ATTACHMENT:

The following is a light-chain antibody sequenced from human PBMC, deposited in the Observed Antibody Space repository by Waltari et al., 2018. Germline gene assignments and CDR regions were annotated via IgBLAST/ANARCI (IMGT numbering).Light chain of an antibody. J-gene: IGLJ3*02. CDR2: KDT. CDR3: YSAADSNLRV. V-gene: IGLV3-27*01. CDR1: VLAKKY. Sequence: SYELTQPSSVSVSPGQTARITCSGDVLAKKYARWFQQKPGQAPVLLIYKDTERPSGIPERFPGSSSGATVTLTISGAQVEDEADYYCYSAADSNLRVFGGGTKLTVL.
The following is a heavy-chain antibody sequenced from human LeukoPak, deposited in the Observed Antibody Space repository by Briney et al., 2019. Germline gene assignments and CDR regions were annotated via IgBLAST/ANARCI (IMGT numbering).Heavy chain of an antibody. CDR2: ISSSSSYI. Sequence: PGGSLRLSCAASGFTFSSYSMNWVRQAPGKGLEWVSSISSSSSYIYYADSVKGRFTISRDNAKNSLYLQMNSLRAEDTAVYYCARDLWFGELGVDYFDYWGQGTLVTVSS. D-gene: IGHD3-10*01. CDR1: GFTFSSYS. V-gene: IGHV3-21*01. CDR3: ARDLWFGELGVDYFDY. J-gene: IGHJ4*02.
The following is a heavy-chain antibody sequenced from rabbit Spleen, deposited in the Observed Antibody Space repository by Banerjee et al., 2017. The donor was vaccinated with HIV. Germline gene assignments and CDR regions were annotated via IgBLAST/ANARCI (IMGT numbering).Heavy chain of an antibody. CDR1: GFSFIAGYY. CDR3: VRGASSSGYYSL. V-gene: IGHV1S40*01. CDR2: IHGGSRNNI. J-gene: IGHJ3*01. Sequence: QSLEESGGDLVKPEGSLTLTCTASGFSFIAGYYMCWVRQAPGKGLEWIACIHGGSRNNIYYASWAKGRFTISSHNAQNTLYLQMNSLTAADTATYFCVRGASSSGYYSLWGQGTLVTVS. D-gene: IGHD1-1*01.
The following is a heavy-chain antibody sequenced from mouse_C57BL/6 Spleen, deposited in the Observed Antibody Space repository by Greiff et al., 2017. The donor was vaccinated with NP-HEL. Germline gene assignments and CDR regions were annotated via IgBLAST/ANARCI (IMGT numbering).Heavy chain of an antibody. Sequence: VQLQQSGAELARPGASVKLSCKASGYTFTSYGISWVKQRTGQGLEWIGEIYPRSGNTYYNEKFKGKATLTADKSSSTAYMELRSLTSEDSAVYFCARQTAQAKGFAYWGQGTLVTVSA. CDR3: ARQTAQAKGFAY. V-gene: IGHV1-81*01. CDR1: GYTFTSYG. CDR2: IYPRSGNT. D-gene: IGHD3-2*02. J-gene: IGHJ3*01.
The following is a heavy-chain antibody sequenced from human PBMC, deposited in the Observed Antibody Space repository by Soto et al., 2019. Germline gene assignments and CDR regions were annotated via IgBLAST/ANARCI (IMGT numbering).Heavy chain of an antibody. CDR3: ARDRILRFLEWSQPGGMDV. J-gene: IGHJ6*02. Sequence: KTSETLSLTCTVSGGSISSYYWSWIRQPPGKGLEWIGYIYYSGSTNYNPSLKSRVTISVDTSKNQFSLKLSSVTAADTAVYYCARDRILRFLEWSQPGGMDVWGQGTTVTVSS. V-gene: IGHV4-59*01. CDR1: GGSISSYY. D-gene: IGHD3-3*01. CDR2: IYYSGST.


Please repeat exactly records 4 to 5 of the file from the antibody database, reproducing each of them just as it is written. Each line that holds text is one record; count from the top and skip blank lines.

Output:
The following is a heavy-chain antibody sequenced from mouse_C57BL/6 Spleen, deposited in the Observed Antibody Space repository by Greiff et al., 2017. The donor was vaccinated with NP-HEL. Germline gene assignments and CDR regions were annotated via IgBLAST/ANARCI (IMGT numbering).Heavy chain of an antibody. Sequence: VQLQQSGAELARPGASVKLSCKASGYTFTSYGISWVKQRTGQGLEWIGEIYPRSGNTYYNEKFKGKATLTADKSSSTAYMELRSLTSEDSAVYFCARQTAQAKGFAYWGQGTLVTVSA. CDR3: ARQTAQAKGFAY. V-gene: IGHV1-81*01. CDR1: GYTFTSYG. CDR2: IYPRSGNT. D-gene: IGHD3-2*02. J-gene: IGHJ3*01.
The following is a heavy-chain antibody sequenced from human PBMC, deposited in the Observed Antibody Space repository by Soto et al., 2019. Germline gene assignments and CDR regions were annotated via IgBLAST/ANARCI (IMGT numbering).Heavy chain of an antibody. CDR3: ARDRILRFLEWSQPGGMDV. J-gene: IGHJ6*02. Sequence: KTSETLSLTCTVSGGSISSYYWSWIRQPPGKGLEWIGYIYYSGSTNYNPSLKSRVTISVDTSKNQFSLKLSSVTAADTAVYYCARDRILRFLEWSQPGGMDVWGQGTTVTVSS. V-gene: IGHV4-59*01. CDR1: GGSISSYY. D-gene: IGHD3-3*01. CDR2: IYYSGST.